A few years back I started noticing how many bleak, cheerless, or just unexpected films are set during tinsel season. That penitential stretch from just-before-Thanksgiving to just-after-New-Year’s can be really hard for people. Meta-emotions are at an all-time high (It’s the most! wonderful!! time of the year!) and you’re intensely reminded of all your financial and familial stresses. A couple of the daytime workers at the pregnancy center agreed with me that we’ve been getting an unusual volume of abortion-minded calls in recent weeks (so pray for our callers, and the people who answer the phones) and when you think about it, it makes sense.
So here, in advance of my upcoming review of Krampus, is a cornucopia of edgier Christmas film fare that’s off the beaten sleigh-track. Some of these offer moving images of Christian sacrifice. Others offer shootouts and ODs and serial killers. You’ll know what helps you get through the holidays best.
If you want a sense of my judgment: I truly love It’s a Wonderful Life, loathe Love Actually and find it kind of hard to believe anybody really disagrees, am grateful A Muppet Christmas Carol wasn’t around when I was a kid because I feared justice enough without this shot of nightmare fuel, and really enjoy Die Hard. Against Die Hard I will lash no backs. I have never seen A Charlie Brown Christmas and I’m sorry.
First, two beautiful films. Of Gods and Men: If you’re Christian and you haven’t watched this movie drop the cat on the dog, tell your children to go play in traffic, and watch some heart-pounding monk voting action. A genuine must-see that depicts the events leading up to the (real) martyrdom of a community of Trappist monks in Algeria. The Christmas spirit? Slaughter is part of the Christmas story so: absolutely.
Tokyo Godfathers: Anime tale of three homeless people trying to reunite a mother and child through the Tokyo underworld on Christmas eve. I remember it as being suitable for children as long as you’re ready to have the “Mom, what’s a transvestite?” conversation, but my ability to judge these things is not good; anyway it’s a lovely film and you should watch it. TCS: It’s hard to imagine how this movie could be Christmassier. The humble will be exalted.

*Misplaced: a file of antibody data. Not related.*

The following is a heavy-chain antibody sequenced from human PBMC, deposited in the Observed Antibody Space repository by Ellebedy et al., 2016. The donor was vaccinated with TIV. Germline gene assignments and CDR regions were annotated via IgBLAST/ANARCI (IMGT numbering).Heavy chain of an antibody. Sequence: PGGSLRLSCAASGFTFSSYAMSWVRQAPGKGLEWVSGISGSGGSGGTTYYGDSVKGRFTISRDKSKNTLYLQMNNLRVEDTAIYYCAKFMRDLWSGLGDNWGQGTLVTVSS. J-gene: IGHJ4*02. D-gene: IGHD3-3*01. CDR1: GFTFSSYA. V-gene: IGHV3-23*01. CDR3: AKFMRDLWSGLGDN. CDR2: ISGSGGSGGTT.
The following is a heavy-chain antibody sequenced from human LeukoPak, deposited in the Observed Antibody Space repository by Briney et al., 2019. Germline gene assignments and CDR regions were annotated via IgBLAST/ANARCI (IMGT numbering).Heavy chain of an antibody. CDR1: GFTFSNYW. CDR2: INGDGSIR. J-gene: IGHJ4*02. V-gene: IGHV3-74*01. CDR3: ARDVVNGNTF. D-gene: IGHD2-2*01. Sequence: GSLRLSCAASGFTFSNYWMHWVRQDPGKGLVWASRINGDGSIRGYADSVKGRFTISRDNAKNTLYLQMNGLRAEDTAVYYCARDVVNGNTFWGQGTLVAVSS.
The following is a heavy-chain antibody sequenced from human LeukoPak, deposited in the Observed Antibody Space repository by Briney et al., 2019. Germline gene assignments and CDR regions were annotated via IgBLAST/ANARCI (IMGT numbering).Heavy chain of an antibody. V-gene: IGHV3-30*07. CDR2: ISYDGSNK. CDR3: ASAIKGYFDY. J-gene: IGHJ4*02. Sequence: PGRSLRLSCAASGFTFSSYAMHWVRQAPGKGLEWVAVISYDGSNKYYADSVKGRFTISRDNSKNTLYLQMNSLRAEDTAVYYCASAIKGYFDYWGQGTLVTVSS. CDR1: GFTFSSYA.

Now, non-horror. Brazil. Yes, it’s a Christmas movie! TCS: Setting it at Christmas makes it even sadder and creepier? It really has more of the Advent spirit–or a counter-Advent spirit, a longing and waiting for intervention that isn’t coming.
The Ice Harvest. John Cusack heist-gone-wrong. TCS: Uh… radix malorum est cupiditas? Also it’s really sad to be so sleazy that you’re estranged from your family on Christmas.
Kiss of Death: Informant noir that gets its start when a man steals Christmas presents for his daughters. My review here. TCS: How do you feel about humiliation and misery? Ah, I remember being pretty caught up in this movie and its emotions, but full of wassail and well-being it is not.
Less Than Zero. My review (and rewatch). I genuinely love this film. TCS: For college students (esp if you didn’t come home for Thanksgiving) that freshman-year Christmas is the time when you seriously reevaluate your hometown and friends, when you realize how far you’ve come from them in such a short span of time.
A Lion in Winter. This cast list + “it’s about Henry II and Eleanor of Aquitaine” should sell you on it immediately. TCS: FAMILY TOGETHERNESS: It’ll kill you. Super great family flick for the holidays because you can quote it at each other. (“If I were on fire there’s no one here would piss on me to put it out” is always a good sulk-off line.) Also Christmas, because it recurs each year, makes it hard to avoid some self-confrontation. You look back at the past and ask yourself, “How, from where we started, did we reach this Christmas?”